So far, Janie has given away at least ten dresses to military brides and is doing everything she can to increase awareness of her new initiative. Janie has been giving out information at schools and military bases, but has also taken a creative approach. During North Richland Hills’ 4th of July parade this summer, she appeared on a float in camouflage surrounded by young women in formal wear. Often, word of mouth is the best advertisement. Since she started, school counselors have been referring students to her. Now, she hopes that the brides she has helped will spread the word to fellow servicewomen as well as friends who are marrying a service member. Just recently, she provided a dress to a recent college graduate whose husband is in the Army Reserve.
Last Updated on Tuesday, 08 October 2013 12:24
Written by Leann Callaway
Over the past few weeks, area youth ministries have been planning and preparing for the upcoming See You at the Pole on Sept. 25 by hosting events to encourage students to invite their friends.
See You at the Pole (SYATP) is an annual nationwide gathering where Christian students meet before classes to pray around school flagpoles.
First Baptist Church (FBC) of Irving hosted a special night of worship with the Jeff Johnson Band which gave students the opportunity to coordinate plans and promote the prayer gathering.
While delivering the message, Colin Hairston, student pastor at FBC Irving, emphasized to students the importance of unity in the body of Christ. At the end of the service, students gathered in small groups to pray for their schools, community and the nation.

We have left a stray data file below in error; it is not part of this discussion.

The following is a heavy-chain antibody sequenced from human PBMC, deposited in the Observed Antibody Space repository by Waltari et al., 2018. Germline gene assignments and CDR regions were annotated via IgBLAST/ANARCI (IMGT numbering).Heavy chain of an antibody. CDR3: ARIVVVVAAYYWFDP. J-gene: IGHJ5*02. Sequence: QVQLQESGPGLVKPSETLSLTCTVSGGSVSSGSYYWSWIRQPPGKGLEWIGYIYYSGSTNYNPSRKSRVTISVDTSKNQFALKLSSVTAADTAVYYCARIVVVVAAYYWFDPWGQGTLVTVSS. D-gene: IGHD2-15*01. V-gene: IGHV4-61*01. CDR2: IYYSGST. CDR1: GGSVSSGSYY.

“The heart behind the Irving SYATP Rally wasn't about any particular local church, but about the collective Christian Church coming together to unify around Jesus Christ,” Hairston said. “My hope and prayer is that students not only left excited to stand for Jesus at their respective school's SYATP gathering, but more so that their spirits were stirred to love Jesus more and live a life on mission for Him and His glory in their schools.”
Plymouth Park Baptist Church also held their annual Be True To Your School event, a city-wide pep rally featuring performances from local high school cheerleaders and drum lines.
Last Updated on Tuesday, 01 October 2013 02:48
Written by Jason Alderman
Millions of young Americans recently began their senior year of high school. If your kid is among them, he or she is probably busy juggling homework, extracurricular activities and maybe a part-time job – all while trying to savor the last official year of childhood and simultaneously prepare for impending adulthood.
You, on the other hand, are likely just wondering how the heck you're going to pay for college.
College may be a year away, but scholarship and loan application deadlines are just around the corner. As you'll soon learn, there are tons of decisions to make and documents to fill out. Plus, some states award aid on a first-come, first-served basis, meaning funds for your child's dream school could be exhausted by the time you get your paperwork together.
If that doesn't make you want to get the jump on financial aid, I don't know what will.
Your first step is to complete the Free Application for Federal Student Aid (FAFSA) form, which is required by virtually all colleges, universities and career schools for federal student aid, as well as for most aid from states and individual colleges.
It's easiest to file an FAFSA online at www.fafsa.ed.gov. You can also get a hard copy from your child's school or by calling 1-800-4-FED-AID. The FAFSA filing deadline for federal loans isn't until June 30, 2014, but many state and individual school deadlines fall months earlier.
Many types of student aid are available to help cover costs at four-year colleges and universities, community colleges, and trade, career or technical schools, including:
Last Updated on Tuesday, 01 October 2013 02:47